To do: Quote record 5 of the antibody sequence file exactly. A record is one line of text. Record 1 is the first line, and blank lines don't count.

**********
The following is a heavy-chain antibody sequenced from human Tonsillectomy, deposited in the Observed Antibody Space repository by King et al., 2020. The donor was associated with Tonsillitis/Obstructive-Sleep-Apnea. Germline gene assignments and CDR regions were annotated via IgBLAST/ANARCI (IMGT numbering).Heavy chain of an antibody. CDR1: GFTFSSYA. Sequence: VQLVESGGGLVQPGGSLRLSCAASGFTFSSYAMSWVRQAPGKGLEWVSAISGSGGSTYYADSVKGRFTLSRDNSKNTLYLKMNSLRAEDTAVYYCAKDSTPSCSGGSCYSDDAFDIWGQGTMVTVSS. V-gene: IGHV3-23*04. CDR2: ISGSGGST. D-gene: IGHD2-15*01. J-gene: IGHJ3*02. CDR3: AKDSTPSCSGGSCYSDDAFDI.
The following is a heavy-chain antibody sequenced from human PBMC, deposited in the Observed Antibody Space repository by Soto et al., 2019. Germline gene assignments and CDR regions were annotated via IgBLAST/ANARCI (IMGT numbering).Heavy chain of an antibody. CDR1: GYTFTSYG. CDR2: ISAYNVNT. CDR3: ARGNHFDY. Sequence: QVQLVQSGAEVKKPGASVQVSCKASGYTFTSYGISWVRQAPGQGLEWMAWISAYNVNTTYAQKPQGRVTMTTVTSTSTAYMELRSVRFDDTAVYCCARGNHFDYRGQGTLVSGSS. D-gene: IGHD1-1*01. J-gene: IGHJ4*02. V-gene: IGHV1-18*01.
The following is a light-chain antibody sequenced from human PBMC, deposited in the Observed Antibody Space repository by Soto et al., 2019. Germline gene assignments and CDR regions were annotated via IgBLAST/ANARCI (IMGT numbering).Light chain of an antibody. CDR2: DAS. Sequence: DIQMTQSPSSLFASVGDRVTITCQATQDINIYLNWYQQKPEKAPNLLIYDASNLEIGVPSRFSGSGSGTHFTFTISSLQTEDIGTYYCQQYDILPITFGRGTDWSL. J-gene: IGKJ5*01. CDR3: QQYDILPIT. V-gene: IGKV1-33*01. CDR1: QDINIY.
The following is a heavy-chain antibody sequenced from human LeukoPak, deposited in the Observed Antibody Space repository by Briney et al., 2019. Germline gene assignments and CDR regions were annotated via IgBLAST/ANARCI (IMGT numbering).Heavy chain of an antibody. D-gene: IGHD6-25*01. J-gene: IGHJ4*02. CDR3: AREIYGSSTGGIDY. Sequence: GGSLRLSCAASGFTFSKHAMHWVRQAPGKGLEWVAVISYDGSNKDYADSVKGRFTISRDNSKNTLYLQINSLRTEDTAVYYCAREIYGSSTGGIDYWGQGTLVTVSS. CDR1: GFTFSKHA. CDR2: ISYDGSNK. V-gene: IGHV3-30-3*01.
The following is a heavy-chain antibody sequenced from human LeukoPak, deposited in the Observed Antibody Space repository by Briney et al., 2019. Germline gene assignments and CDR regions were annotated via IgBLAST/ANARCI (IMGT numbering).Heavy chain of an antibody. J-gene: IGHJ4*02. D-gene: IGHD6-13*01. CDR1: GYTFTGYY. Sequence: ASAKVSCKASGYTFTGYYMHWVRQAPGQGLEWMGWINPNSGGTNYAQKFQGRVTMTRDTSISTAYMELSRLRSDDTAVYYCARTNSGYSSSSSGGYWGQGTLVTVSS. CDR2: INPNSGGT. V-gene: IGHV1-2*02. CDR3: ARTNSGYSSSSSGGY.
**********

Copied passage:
The following is a heavy-chain antibody sequenced from human LeukoPak, deposited in the Observed Antibody Space repository by Briney et al., 2019. Germline gene assignments and CDR regions were annotated via IgBLAST/ANARCI (IMGT numbering).Heavy chain of an antibody. J-gene: IGHJ4*02. D-gene: IGHD6-13*01. CDR1: GYTFTGYY. Sequence: ASAKVSCKASGYTFTGYYMHWVRQAPGQGLEWMGWINPNSGGTNYAQKFQGRVTMTRDTSISTAYMELSRLRSDDTAVYYCARTNSGYSSSSSGGYWGQGTLVTVSS. CDR2: INPNSGGT. V-gene: IGHV1-2*02. CDR3: ARTNSGYSSSSSGGY.